Among your more recent works there are two scenic suites. How much do you like genres meant for scenic spaces?

It's easier to write for chamber ensembles, because the odds that your music will not die on a piece of paper are bigger. It's easier to find four, five or six vocalists to interpret your piece, than for an entire interpretational plant as the opera - think about it - choir, orchestra, ballet - where would you get this many people ? Besides, theatre institutions are reluctant to a new repertoire, especially now, when that 'work responsibility' to promote Romanian music doesn't exist anymore.

Our theatre institutions hide behind Mozart, Tchaikovsky, behind Puccini, while we are just uninvited guests in wealthy homes. Nevertheless, I had the opportunity to meet special performers. I wrote Loreley pushed by my friend and colleague, Alexandru Fărcaș, former rector at the 'Gheorghe Dima' Music Academy of Cluj-Napoca and director of the Romanian National Opera. He ordered this project for me, an opera for young people - at that time he was a permanent teacher at the Department of Musical Theatre Directing. He staged and produced it and I can say I've had great satisfactions in working with maestro Alexandru Fărcaș.

Later on, I met an exceptional choreographer, Livia Gună, former prima ballerina at the Romanian National Opera, currently a teacher at the 'Gheorghe Dima' Music Academy at the department of scenic art. She gave me a libretto with an idea from Rebreanu, based on the novel Ciuleandra and… I wrote the ballet. I'm happy to tell this is the second season that it has been included in the Cluj-Napoca Romanian National Opera repertoire.


You are not only an important composer, but also a well respected and appreciated teacher. How did you feel and how do you feel now as a teacher?

(Sighs) What shall I say ? You saw how I sighed. That's because every new generation has their own personality and, at some point, I find myself surprised when I realise I don't understand the elements or mannerism of the various generations. When this happens I perform an internal indictment and ask myself - do I belong behind the teacher's desk anymore? Each generation asks for their right to exist and we don't always understand that. At least, as far as I am concerned, there is always this question inside of me: can I still be a teacher? Students have usually answered me I do and I still feel they need what I am telling them. I am honestly telling you that, when I feel they are no longer interested in what I'm saying, I will retire, because it's time to make room for the next generation.


A third dimension of your musical activity has been in the theoretical field. Up to the present, there have been published a number of your books on analysis and musical aesthetics. Reading them, you can notice a ruminating attitude, an almost philosophical one, in your interpretation of the musical phenomenon. How do you see today's Romanian musicology? Is there a national musicology school, like there is in composition, for example?

I confess, this question is the most difficult one, because I lived in a transition period in the ascension of a new wave in Romanian musicology. The majority of Romanian musicologists focused on the historical - historicizing part, so most of them taught music history. Most of them dealt with archival science and a great deal of things I would call rather neutral. But there was also a type of fundamental, technical musicology, an essential one, that the composers usually dealt with. Very few professional musicologists ventured in this field.

My former teacher, Sigismund Toduță, used to say that 'from a failed composer a good musicologist can rise'. I don't think this thought honoured one bit musicologists and it was soon contradicted by the exceptional accomplishments of Octavian Lazăr Cosma, for example, whose Enescu Symphonism is a pivotal book. When I was young I read it with great interest, because a non-composer musicologist had finally been born, one who had a thorough grasp of the entire fundamental, essential musicology register. Another musicologist, who, as I later learnt, is a reputed composer as well, is my friend, Gheorghe Firca. Initially, he emerged as musicologist, that was how we met, and afterwards I heard his choral-symphonic pieces, which were performed in Cluj in the past years.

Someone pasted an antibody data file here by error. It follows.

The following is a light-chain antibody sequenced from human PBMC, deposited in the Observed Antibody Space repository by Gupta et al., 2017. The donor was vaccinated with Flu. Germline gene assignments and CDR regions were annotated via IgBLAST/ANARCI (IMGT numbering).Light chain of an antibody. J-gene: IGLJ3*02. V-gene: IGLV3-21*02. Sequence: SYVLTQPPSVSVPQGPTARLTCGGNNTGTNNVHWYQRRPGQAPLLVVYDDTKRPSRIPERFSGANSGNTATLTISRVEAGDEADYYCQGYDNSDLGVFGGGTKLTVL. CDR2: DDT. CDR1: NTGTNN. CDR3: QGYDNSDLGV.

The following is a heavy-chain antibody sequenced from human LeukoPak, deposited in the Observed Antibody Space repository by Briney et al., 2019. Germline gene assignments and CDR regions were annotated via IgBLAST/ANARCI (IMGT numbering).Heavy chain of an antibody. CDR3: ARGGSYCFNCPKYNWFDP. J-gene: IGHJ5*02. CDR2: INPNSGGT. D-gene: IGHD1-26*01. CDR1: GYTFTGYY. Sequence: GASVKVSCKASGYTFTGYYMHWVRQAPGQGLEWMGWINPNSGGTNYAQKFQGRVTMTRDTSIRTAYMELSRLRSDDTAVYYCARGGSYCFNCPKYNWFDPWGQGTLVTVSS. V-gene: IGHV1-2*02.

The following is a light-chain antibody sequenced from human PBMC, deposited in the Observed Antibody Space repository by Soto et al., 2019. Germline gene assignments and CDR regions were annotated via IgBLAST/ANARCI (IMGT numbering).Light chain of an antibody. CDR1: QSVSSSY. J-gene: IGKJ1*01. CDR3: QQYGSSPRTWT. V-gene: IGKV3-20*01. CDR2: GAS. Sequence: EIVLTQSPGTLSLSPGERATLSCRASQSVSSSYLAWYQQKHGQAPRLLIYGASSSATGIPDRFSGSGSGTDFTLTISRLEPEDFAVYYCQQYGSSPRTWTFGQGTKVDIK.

He is also a personality in composition. There's also Clemansa Firca, a very astringent critic. I'm referring now to musicologists who were not composers, as well, because among the composers who also dealt with musicology, there are of course Pascal Bentoiu and Ștefan Niculescu's fundamental research. Right after Gheorghe and Clemansa Firca there is a generation of remarkable musicologists, such as Alexandru Leahu or Traian Mârza… I can't enumerate them all, there are so many. I wanted to point out that I think musicologists with a calling for it and incidental musicologists are two different things. For example, I think composers are incidental musicologists. By musicologist with a calling, I mean a specialist who is passionate about research. There are admirable people, including the younger generation, in this domain.


And, since you are a composer first, I shall wrap up with a question for Valentin Timaru, the composer. Judging by the situation in the present, how do you think Romanian composition will evolve?

I confess I have never thought about this. There are all sorts of debates, the who's more catholic than the Pope type, who's more avant-garde. I think these discussions are sterile and lack vision and perspective. Right now we should consider the fact that we have the opportunity to express ourselves freely, free from any censorship or the approval of the Union Symphony Committees, the way it was under the communist regime. This is very important. On the other hand, I don't understand some of my fellow workers who start debates on fertile subjects. For example, an undeserved attack against George Enescu sparked up subsidiarily. If you don't like George Enescu, leave him to his eternity. You think you're different, do things differently, time will tell who is right and who isn't. These kinds of discussions show both a sort of complex and an identity crisis. That's my opinion.

Ioana Marghita
Translated by Gabriela Lungu and Elena Daniela Radu
MA students, MTTLC, Bucharest University